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Faculty/Staff Share 2015 Summer Reading Favorites

Summer brings an opportunity to read books from outside our professional areas of focus. For this issue of Campus Connections, faculty and staff were asked to share some of their favorites from summer 2015. Links are included for books that are available in Carlyle Campbell Library.

Associate Professor of English Laura Fine:

The Master Butchers Singing Club by Louise Erdrich,
Half of a Yellow Sun by Chimamanda Ngozi Adichie
We are All Completely Beside Ourselves by Karen Joy Fowler
Dear Committee Members by Julie Schumacher
Belong to Me by Marissa de los Santos
The English Patient by Michael Ondaatje
The Art Lover by Carole Maso
I read but would not recommend Go Set a Watchman by Harper Lee!

Margie Hattori, Disability Counselor: “I read Being Mortal: Medicine and What Matters in the End, by Atul Gawande. I'd had the book for a while but was reluctant to start it (death and dying is not your usual summer read!) until a friend raved about it. Gawande is a surgeon in Boston who writes forthrightly and thoughtfully about the shortcomings of our medical system as we age and at the end of life. As the daughter of an elderly mother with dementia, I recognized my experience in much of what he has written and found new insight into why things are they way they are. Even more exciting, he has found assisted living and skilled nursing facilities that have created a new approach to caring for our elders, one that maintains a sense of purpose and meaning in life. Instead of being depressing, I found the book to be inspiring and energizing because it instills hope. I highly recommend it to anyone!”

Professor of Human Environmental Sciences Deborah Tippett: “A Fighting Chance is the life story of Elizabeth Warren and her desire to give the working class a chance to have financial stability. From her career path from a bankruptcy professor at Harvard to a State Senator of Massachusetts, Warren explained the financial crisis' impact on ordinary people. As I listened to the audible version of the book read by Warren, I thought how proud she would be of the financial literacy component of our Strong Points initiative.

My favorite fiction was Love May Fail by Matthew Quick. It is a book that any teacher, who wonders if what they did had any lasting impact, will find touching, inspiring and funny. I read it on a long flight to visit a mentor in the hospital and it was the perfect reminder that I was doing was the right thing both in the moment and in my career.”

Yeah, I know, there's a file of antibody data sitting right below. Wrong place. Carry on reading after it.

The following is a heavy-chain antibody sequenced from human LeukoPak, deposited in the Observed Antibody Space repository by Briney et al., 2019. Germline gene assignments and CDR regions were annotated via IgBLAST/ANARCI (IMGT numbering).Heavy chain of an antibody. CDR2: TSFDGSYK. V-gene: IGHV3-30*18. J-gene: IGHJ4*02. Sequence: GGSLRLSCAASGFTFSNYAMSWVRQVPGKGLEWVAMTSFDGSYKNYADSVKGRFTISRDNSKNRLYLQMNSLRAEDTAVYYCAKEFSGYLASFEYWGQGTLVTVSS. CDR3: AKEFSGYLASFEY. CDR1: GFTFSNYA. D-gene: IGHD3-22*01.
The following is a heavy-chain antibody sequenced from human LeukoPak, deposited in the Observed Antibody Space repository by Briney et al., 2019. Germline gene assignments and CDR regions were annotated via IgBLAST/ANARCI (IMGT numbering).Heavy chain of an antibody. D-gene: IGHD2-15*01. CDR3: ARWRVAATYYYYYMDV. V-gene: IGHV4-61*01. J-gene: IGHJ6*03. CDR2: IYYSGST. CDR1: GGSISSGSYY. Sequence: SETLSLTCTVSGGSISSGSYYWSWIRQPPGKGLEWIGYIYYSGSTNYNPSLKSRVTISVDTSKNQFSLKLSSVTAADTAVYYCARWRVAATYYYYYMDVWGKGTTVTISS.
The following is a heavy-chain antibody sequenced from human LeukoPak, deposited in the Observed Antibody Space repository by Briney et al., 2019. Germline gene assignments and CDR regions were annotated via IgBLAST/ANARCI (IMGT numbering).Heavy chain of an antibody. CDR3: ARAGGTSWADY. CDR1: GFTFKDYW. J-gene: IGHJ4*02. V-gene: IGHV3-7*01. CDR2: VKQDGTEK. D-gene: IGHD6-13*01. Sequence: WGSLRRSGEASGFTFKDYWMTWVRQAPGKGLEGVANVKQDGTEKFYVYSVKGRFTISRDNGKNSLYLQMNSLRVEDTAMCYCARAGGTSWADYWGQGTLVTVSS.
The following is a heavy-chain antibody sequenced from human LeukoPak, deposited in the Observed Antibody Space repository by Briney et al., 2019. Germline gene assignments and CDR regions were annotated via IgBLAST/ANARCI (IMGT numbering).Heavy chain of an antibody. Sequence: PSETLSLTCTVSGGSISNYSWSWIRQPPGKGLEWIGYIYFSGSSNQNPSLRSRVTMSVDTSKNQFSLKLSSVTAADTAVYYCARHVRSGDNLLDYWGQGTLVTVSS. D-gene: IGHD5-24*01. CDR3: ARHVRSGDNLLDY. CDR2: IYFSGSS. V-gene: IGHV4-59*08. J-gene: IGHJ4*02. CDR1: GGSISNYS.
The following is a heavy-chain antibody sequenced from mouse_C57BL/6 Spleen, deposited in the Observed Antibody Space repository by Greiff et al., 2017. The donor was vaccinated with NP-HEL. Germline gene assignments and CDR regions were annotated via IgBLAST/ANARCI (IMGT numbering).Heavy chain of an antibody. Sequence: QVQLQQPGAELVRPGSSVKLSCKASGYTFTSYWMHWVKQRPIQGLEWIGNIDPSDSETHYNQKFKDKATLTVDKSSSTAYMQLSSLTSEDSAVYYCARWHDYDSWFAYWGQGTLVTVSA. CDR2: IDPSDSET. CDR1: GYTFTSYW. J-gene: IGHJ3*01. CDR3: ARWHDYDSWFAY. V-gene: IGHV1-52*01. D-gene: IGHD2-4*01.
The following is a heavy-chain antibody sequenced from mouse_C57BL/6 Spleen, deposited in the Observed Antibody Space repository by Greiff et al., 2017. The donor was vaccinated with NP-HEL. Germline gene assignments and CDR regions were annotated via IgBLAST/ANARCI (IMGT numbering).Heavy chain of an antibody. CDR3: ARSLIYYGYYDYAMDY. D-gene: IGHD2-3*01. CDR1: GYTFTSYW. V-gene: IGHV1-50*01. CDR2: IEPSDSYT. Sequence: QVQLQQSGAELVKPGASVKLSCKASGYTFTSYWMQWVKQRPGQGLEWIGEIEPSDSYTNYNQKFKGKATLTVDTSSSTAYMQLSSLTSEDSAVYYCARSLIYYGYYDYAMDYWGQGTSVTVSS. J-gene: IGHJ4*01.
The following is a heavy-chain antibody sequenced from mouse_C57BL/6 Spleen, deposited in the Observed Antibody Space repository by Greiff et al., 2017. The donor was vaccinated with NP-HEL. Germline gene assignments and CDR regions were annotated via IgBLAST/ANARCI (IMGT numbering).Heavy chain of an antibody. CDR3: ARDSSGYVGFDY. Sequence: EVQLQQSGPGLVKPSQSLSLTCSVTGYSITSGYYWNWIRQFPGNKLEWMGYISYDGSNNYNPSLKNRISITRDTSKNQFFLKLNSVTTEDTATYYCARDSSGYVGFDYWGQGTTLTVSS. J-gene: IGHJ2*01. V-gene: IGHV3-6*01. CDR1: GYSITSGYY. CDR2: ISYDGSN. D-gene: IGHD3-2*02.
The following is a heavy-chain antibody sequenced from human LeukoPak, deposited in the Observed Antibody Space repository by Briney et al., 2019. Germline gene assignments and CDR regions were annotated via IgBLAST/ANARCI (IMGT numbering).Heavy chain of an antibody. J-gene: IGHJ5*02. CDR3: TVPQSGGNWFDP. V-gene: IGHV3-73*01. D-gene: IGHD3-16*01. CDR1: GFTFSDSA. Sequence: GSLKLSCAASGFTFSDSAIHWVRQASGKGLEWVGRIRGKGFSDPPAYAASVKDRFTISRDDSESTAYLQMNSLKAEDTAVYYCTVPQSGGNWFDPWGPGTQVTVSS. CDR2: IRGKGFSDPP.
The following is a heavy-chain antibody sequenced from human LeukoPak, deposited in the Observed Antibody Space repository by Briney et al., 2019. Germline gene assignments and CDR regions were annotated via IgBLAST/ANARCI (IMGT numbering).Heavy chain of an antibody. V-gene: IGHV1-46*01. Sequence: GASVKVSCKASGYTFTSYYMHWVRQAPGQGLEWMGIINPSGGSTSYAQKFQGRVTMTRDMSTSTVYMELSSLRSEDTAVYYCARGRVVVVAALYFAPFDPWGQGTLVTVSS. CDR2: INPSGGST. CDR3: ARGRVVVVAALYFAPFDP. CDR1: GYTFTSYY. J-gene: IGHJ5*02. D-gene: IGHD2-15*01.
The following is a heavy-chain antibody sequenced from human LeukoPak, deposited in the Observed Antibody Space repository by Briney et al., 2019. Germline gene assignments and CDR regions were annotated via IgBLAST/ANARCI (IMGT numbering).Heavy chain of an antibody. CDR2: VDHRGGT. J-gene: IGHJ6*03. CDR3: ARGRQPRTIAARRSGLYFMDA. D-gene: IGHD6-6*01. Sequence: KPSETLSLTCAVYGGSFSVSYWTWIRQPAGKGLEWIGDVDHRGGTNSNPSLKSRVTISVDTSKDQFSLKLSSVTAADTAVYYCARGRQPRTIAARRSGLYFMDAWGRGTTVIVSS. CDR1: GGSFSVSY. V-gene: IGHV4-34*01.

Professor Emerita of Biology Janice Swab: “Arctic Dreams: Imagination and Desire in a Northern Landscape by Barry Lopez is not what you think from reading the title!  Published in 1986, this book had been unread on my bookshelf for many years. I decided to take it with me on my month traveling to and in the arctic this summer. It is what every traveler or person interested in the arctic and the issues surrounding this vast northern region needs to read. His descriptions of landscapes and the lives of the organisms living there are the best I have read. Reading it will remind you that most of the problems we read about today have been known for decades. It is highly readable to anyone who understands basic geology, oceanography, and biology. It has made me determined to see a narwhal!  You will discover your own "arctic desire" by reading this book.”

Professor of Health and Exercise & Sports Science Melinda Campbell:
All the Light We Cannot See by Anthony Doerr
Unaccustomed Earth by Jhumpa Lahiri
The Confession and The Walnut Tree  by Charles Todd  Campbell also recommends the entire Charles Todd Ian Rutledge Mystery series (14 books)

Professor of Sociology Lori Brown: “My summer reading included Without You There is No Us by Suki Kim--an interesting book about North Korea, and Courtroom 302 by Steve Bogira--an interesting book about a year behind the scenes in an American criminal courtroom.”

English Instructor Tina Romanelli: “This summer I read both Ursula Le Guin's The Left Hand of Darkness and The Dispossessed. They aren't new at all, but they were both mind-blowing books.”

Head of Library Technical Services Ted Waller: “Geometry, relativity, and the fourth dimension, by Rudy Rucker:  This short (133 p.) book for the layman answers your nagging questions about what relativity is and how there can be many dimensions beyond the ones we are familiar with. The Book of the Courtier, by Baldassarre Castiglione:  Count Castiglione describes in detail what it took to be a successful courtier in 16th century Italy.”

Professor of Dance Alyson Colwell-Waber: “Books I especially enjoyed this summer were We Are All Completely Beside Ourselves (Karen Joy Fowler) – recommended to me by [Professor of Dance] Carol Finley; Crooked Letter, Crooked Letter (Tom Franklin); and The Paying Guests  (Sarah Waters).”

Music, Dance & Theatre Departmental Assistant Kelly Tyson: The Tea Rose by Jennifer Donnely

Food and Nutrition Instructor Jennifer McMillen: “I read Cooked by Michael Pollan and Being Mortal by Atul Gawande this summer and I would recommend both.”

Graduate Programs Admissions Coordinator Latia Allen: “I recommend two books written by Julia Torres called Still Standing, The story of my wars, and Braver and Bolder, My Undercover Life. Both would be excellent books for Meredith students because she is a female who went through date rape, discrimination while serving in the Gulf War and as an undercover police officer. Great books that will empower all people, especially women!” 

Want more book recommendations? The summer issue of Meredith Magazine included an article on faculty recommendations of books featuring strong women. 

Melyssa Allen

News Director
316 Johnson Hall
(919) 760-8087
Fax: (919) 760-8330

allenme@meredith.edu